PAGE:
On Performance Visions, or: Performance Optimization Is a Process
Post from December 4, 2018 (↻ December 27, 2020), filed under Web Development.
Particularly in the context of performance budgets, it’s smart to develop a performance vision: What goals does one wish to achieve for the performance of a site or app? Yet assuming performance visions to be meant to be achievable, some of the soundest approaches have their own particular problems, and in them we recognize that performance, or performance optimization, is indeed a process.
Let’s start with those sound approaches, borrowing from Safwan Samla at this year’s GDE Summit. These entail the following main ideas:
- improve yourself; or
- be better than the competition; or
- be the best.
These main ideas are useful because it’s not possible to give specific criteria and visions that are applicable to every project, and so the ideas factor in that “it depends,” and that goals have to be related to the project in question. And still, there’s something problematic to be found with each approach:
Improving oneself has a hard limit on how much one can improve. This is a bit theoretical, but the basic idea is this: Once we maxed out all the performance-related knowledge we have, we can obviously not improve any further. (I get back to this in a second.)
Being better than the competition is ultimately a poor goal, especially if the competition is all worse than oneself; and if the competition is not worse but simply average, with this approach one would well end up average, too. In most cases, we’ll at some point need to switch to a different vision—which evidently undermines the approach.
Being the best is a super-competitive stretch goal, and some may like it for whatever fuels them. Yet “best” is so tricky to define that one could not be best without also defining a tech-philosophical model that justifies respective claim and all underlying decisions—if it’s a basic website one could attack any claim of “best” performance on grounds that it’s too basic, and a complex site or app could likewise legitimately be attacked by questioning the mere existence of any element and pattern used (as its existence makes everything slower).
Just imagine example.com and amazon.com were optimized to the absolute known performance maximum, more than any other site of the planet, and you could dismiss example.com’s optimization as naive and amazon.com’s optimization as premature. And then we could still add, what’s “best” anyway?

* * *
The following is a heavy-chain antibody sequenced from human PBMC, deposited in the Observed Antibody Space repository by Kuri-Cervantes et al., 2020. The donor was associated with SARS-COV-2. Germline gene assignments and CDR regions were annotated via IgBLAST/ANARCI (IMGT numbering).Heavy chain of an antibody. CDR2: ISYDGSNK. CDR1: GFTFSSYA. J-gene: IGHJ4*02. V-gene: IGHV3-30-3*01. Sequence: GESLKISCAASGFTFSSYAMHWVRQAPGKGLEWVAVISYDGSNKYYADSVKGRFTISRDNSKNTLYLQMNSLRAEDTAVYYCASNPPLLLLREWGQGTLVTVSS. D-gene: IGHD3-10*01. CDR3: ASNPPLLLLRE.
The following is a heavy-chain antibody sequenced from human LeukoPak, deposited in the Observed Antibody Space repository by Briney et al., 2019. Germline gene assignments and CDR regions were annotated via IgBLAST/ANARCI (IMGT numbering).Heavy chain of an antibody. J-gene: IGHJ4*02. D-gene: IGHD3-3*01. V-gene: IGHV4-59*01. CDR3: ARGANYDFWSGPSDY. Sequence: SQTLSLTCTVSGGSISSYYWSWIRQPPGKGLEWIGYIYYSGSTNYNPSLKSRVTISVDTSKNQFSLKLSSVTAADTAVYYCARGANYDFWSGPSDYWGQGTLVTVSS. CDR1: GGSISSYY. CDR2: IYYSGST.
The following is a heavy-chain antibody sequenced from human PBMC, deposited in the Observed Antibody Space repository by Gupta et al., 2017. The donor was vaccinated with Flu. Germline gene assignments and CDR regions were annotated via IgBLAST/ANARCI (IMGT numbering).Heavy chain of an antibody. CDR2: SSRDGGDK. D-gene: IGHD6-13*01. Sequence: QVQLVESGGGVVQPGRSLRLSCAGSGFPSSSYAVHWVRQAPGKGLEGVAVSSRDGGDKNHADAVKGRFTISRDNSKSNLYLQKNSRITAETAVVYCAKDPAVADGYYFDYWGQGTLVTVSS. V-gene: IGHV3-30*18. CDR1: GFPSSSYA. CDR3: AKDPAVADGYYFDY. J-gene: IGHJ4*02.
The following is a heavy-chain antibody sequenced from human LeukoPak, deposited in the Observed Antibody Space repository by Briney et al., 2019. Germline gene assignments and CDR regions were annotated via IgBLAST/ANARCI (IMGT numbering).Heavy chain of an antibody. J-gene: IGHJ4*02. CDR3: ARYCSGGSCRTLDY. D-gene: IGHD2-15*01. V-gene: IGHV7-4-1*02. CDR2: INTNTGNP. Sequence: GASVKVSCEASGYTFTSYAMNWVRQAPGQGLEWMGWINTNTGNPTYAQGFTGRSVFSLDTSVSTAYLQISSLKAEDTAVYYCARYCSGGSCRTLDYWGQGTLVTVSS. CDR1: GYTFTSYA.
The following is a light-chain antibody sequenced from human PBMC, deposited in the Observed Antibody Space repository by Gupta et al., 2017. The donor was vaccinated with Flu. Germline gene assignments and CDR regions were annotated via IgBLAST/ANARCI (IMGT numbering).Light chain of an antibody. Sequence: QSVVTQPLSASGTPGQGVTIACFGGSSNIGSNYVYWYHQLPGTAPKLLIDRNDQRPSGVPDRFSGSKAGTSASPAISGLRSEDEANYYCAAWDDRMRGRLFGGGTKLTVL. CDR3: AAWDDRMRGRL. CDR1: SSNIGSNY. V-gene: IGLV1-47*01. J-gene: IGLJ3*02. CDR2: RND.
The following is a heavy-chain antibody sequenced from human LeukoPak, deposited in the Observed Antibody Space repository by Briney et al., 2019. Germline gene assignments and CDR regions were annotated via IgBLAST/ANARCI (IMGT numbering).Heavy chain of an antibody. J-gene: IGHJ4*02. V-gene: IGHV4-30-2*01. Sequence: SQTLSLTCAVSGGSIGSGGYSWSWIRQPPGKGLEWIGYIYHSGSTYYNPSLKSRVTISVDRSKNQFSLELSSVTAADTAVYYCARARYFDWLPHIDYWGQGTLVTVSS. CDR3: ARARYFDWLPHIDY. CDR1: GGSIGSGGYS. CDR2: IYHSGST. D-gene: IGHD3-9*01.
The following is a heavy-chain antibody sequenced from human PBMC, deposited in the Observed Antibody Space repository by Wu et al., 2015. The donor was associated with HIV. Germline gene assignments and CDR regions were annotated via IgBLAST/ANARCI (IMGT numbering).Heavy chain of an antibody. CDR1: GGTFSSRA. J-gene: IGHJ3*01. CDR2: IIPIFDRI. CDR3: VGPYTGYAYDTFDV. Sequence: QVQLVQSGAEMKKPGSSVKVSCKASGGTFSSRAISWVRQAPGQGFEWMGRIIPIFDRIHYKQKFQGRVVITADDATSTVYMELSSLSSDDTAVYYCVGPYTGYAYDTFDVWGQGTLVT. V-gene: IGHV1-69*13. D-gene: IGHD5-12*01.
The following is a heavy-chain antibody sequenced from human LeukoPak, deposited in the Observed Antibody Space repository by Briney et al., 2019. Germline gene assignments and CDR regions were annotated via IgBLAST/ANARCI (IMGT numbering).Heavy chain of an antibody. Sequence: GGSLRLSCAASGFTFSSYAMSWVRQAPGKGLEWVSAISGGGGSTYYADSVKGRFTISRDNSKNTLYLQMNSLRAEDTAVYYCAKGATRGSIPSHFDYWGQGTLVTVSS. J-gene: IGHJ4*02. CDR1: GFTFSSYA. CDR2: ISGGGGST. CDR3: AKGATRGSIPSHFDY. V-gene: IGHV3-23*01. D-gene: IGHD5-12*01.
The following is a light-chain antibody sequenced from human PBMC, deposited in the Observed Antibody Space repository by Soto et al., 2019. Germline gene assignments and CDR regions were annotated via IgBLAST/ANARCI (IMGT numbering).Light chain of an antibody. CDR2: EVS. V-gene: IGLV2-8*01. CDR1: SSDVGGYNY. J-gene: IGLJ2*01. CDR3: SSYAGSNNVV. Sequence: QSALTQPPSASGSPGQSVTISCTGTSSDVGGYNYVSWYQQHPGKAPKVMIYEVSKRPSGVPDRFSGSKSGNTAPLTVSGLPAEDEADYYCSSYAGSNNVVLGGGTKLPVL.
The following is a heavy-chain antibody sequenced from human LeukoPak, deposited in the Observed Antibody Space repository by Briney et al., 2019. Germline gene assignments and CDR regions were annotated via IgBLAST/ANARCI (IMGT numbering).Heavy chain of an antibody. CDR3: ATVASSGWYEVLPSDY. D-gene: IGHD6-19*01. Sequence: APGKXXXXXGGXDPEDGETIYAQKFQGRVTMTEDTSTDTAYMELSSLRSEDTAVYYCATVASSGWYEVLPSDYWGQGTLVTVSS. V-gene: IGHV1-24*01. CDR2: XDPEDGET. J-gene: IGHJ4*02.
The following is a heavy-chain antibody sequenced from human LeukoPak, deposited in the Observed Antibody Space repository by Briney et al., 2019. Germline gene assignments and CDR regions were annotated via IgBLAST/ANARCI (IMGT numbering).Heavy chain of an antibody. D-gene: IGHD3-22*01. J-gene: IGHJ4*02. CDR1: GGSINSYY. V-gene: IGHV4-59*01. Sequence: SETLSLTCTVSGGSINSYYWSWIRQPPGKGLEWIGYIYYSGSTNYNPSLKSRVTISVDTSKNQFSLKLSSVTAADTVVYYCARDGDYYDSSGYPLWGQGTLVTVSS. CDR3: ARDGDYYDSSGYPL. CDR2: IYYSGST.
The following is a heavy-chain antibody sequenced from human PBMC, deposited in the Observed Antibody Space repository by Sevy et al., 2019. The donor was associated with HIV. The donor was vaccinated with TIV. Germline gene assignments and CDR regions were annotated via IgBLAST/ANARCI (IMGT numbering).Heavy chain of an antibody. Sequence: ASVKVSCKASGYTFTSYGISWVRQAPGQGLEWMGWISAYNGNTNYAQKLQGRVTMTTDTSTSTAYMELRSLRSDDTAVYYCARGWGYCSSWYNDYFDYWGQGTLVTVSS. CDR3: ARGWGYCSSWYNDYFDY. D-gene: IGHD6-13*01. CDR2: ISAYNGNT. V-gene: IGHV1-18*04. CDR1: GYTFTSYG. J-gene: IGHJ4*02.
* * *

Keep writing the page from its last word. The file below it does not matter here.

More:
Most promising, therefore, seems to be to focus on oneself and one’s project for optimization. That, as I suggested, would depend on what oneself knows, and whether and how oneself learns—because, a difficulty with my counter-argument, we would probably not stand still and one day know that we reached our limit and we couldn’t improve performance any further. Just stopping here and dismissing the concerns I outlined seems too simple, however, because there’s only one tiny amendment we’d need to make explicit to save the approach: to set a new goal once we reached whatever we aimed for on the basis of improving ourselves and our projects.
This may appear obvious—but it’s not: It cannot (or probably shouldn’t) be taken for granted that everyone knows what happens once a vision has been accomplished—it needs to be called out. It needs to be made clear that any performance goal that got reached is to be followed by a new performance goal.
That, then, leads us to the idea of this post: If our performance visions can only be iterations, then performance optimization itself is, just like Web Design, a process.
We’ve all known this all along—when would we ever be “done” optimizing for performance?—, but I’ve liked this one angle at performance optimization. Please poke holes into my reasoning.
I’m Jens Oliver Meiert, and I’m a web developer (engineering manager) and author. I love trying things, sometimes including philosophy, art, and adventure. Here on meiert.com I share some of my views and experiences.
If you have questions or suggestions about what I write, please leave a comment (if available) or a message.
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Perhaps my most relevant book: CSS Optimization Basics (2018). Writing CSS is a craft. As craftspeople we strive to write high quality CSS. In CSS Optimization Basics I lay out some of the most important aspects of such CSS. Available at Amazon, Google Play Books, and Leanpub.
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